Microbubbles, Dr. Golby said, are commonly used in ultrasound imaging studies of the heart and liver because they light up, revealing blood flow. They are filtered out of the body by the kidneys and liver.
“They have twenty years of experience in security,” she said.
For the experiment described in the new paper, the researchers used ultrasound on one side of the brain but not the other, for comparison, then took brain scans to verify the results.
Although the focused ultrasound approach proved successful as an experiment, all was not rosy. The device was designed to deliver ultrasound to a small targeted area, but in cases of Alzheimer’s disease, amyloid-containing plaque is present throughout the brain.
“If you want to remove amyloid from the brain, you have to go with a paintbrush, not a pencil,” Dr. Koroshetz said.
The researchers deliberately targeted brain areas involved in memory and reasoning, but it remains to be seen whether the treatment improves outcomes. This will require a larger study.
The Alzheimer’s study is just one of many that aim to open barriers to delivering drugs to patients with various brain diseases.
All are in their early stages and all, so far, show that the method works; blocked medications enter.
A group, led by Dr. Nir Lipsman, a neurosurgeon at the University of Toronto’s Sunnybrook Research Institute and colleagues, opened the barrier to deliver a chemotherapy drug to the brains of four breast cancer patients whose cancer had spread to his brain. The concentration of the drug, trastuzumab, increased fourfold. reported.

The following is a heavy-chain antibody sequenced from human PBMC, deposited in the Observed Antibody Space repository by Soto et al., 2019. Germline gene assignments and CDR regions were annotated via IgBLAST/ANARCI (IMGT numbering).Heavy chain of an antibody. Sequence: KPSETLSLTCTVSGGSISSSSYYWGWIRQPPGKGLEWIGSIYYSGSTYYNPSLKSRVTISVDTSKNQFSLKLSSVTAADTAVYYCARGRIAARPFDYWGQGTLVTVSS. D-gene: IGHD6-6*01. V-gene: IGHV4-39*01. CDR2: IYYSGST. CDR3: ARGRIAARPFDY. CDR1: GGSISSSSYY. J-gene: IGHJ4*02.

This work was funded by the Focused Ultrasound Foundation and sponsored by Insightec, which manufactures the ultrasound device used.
Dr. Lipsman and colleagues have now treated seven breast cancer patients and are expanding the study. They are also conducting preliminary studies on various brain diseases, including cancer, Parkinson, And ALS.
Dr. Golby, of Harvard Medical School, and his colleagues used this method to treat patients with glioblastoma, a deadly brain cancer.
One of the few chemotherapy drugs that can enter the brain is temozolomide. But even this is largely blocked; only 20 percent cross the blood-brain barrier.
So Dr. Golby’s Medical Center, Brigham and Women’s Hospital and several others got permission from the Food and Drug Administration to conduct a clinical trial, using focused ultrasound with microbubbles to deliver more chemotherapy. It was funded by Insightec.
The patients did well, but the aim of the study, which has not yet been published, was to assess the safety of the technique and not its effectiveness, she explained.
“I would like to see a trial of a drug that doesn’t normally enter the brain,” Dr. Golby said. There are many drugs that look great in laboratory studies but, she says, “completely fail” because they are blocked by the blood-brain barrier.
For now, however, questions remain – for example, where to target therapies in the brain.
But, said Dr. Jon Stoessl, a Parkinson’s disease specialist and professor of neurology at the University of British Columbia, the method “eliminates the problem that has always been a problem for anyone dealing with central nervous system disorders “.
Kullervo Hynynen, vice-president of research and innovation at Sunnybrook Research Institute in Toronto, is hopeful.
“If it works and is safe, it will open the door to a whole new way of treating the brain,” he said.